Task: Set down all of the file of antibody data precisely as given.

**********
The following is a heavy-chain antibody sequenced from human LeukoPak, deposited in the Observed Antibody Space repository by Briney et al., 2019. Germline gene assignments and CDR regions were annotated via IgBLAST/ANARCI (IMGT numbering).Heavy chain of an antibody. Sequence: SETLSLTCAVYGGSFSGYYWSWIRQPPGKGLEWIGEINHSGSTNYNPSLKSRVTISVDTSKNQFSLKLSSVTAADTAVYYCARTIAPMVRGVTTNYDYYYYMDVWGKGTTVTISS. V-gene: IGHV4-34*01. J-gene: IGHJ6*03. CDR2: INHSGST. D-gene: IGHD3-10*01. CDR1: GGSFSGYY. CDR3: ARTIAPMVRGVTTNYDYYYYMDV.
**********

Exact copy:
The following is a heavy-chain antibody sequenced from human LeukoPak, deposited in the Observed Antibody Space repository by Briney et al., 2019. Germline gene assignments and CDR regions were annotated via IgBLAST/ANARCI (IMGT numbering).Heavy chain of an antibody. Sequence: SETLSLTCAVYGGSFSGYYWSWIRQPPGKGLEWIGEINHSGSTNYNPSLKSRVTISVDTSKNQFSLKLSSVTAADTAVYYCARTIAPMVRGVTTNYDYYYYMDVWGKGTTVTISS. V-gene: IGHV4-34*01. J-gene: IGHJ6*03. CDR2: INHSGST. D-gene: IGHD3-10*01. CDR1: GGSFSGYY. CDR3: ARTIAPMVRGVTTNYDYYYYMDV.